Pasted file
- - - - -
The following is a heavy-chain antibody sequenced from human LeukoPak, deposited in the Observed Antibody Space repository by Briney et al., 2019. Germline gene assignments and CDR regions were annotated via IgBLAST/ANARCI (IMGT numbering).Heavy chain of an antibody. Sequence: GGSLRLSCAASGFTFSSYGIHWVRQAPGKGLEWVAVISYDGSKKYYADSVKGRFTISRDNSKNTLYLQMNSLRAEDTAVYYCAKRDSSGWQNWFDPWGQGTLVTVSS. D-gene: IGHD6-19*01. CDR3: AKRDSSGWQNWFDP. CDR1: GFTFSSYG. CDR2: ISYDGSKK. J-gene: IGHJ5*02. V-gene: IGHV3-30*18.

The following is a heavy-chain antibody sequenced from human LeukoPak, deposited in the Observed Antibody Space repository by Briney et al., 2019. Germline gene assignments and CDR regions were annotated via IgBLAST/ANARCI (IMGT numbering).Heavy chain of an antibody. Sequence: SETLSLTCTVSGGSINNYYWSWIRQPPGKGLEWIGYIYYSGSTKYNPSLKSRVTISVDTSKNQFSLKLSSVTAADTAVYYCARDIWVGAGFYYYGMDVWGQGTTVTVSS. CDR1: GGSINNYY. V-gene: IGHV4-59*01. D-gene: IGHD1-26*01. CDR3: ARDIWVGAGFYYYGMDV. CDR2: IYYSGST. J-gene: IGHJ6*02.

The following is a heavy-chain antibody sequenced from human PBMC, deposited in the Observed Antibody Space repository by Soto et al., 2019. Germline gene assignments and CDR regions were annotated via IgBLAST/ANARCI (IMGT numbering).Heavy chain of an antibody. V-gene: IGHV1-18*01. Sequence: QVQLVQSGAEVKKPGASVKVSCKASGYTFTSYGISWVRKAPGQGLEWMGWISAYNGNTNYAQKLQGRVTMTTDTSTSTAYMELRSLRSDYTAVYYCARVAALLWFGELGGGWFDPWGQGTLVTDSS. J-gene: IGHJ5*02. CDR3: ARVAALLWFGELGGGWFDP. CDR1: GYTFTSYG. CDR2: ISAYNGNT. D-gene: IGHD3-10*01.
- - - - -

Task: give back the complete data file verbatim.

The following is a heavy-chain antibody sequenced from human LeukoPak, deposited in the Observed Antibody Space repository by Briney et al., 2019. Germline gene assignments and CDR regions were annotated via IgBLAST/ANARCI (IMGT numbering).Heavy chain of an antibody. Sequence: GGSLRLSCAASGFTFSSYGIHWVRQAPGKGLEWVAVISYDGSKKYYADSVKGRFTISRDNSKNTLYLQMNSLRAEDTAVYYCAKRDSSGWQNWFDPWGQGTLVTVSS. D-gene: IGHD6-19*01. CDR3: AKRDSSGWQNWFDP. CDR1: GFTFSSYG. CDR2: ISYDGSKK. J-gene: IGHJ5*02. V-gene: IGHV3-30*18.

The following is a heavy-chain antibody sequenced from human LeukoPak, deposited in the Observed Antibody Space repository by Briney et al., 2019. Germline gene assignments and CDR regions were annotated via IgBLAST/ANARCI (IMGT numbering).Heavy chain of an antibody. Sequence: SETLSLTCTVSGGSINNYYWSWIRQPPGKGLEWIGYIYYSGSTKYNPSLKSRVTISVDTSKNQFSLKLSSVTAADTAVYYCARDIWVGAGFYYYGMDVWGQGTTVTVSS. CDR1: GGSINNYY. V-gene: IGHV4-59*01. D-gene: IGHD1-26*01. CDR3: ARDIWVGAGFYYYGMDV. CDR2: IYYSGST. J-gene: IGHJ6*02.

The following is a heavy-chain antibody sequenced from human PBMC, deposited in the Observed Antibody Space repository by Soto et al., 2019. Germline gene assignments and CDR regions were annotated via IgBLAST/ANARCI (IMGT numbering).Heavy chain of an antibody. V-gene: IGHV1-18*01. Sequence: QVQLVQSGAEVKKPGASVKVSCKASGYTFTSYGISWVRKAPGQGLEWMGWISAYNGNTNYAQKLQGRVTMTTDTSTSTAYMELRSLRSDYTAVYYCARVAALLWFGELGGGWFDPWGQGTLVTDSS. J-gene: IGHJ5*02. CDR3: ARVAALLWFGELGGGWFDP. CDR1: GYTFTSYG. CDR2: ISAYNGNT. D-gene: IGHD3-10*01.